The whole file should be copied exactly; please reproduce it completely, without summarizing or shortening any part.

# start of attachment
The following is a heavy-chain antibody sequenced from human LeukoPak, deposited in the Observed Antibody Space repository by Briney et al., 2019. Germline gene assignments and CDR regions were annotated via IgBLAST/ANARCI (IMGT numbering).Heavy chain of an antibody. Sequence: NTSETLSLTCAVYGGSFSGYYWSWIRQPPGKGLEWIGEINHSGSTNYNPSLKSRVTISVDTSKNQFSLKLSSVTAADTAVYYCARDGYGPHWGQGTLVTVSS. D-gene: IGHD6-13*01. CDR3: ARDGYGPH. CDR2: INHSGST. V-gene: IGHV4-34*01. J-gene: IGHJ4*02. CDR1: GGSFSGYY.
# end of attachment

The following is a heavy-chain antibody sequenced from human LeukoPak, deposited in the Observed Antibody Space repository by Briney et al., 2019. Germline gene assignments and CDR regions were annotated via IgBLAST/ANARCI (IMGT numbering).Heavy chain of an antibody. Sequence: NTSETLSLTCAVYGGSFSGYYWSWIRQPPGKGLEWIGEINHSGSTNYNPSLKSRVTISVDTSKNQFSLKLSSVTAADTAVYYCARDGYGPHWGQGTLVTVSS. D-gene: IGHD6-13*01. CDR3: ARDGYGPH. CDR2: INHSGST. V-gene: IGHV4-34*01. J-gene: IGHJ4*02. CDR1: GGSFSGYY.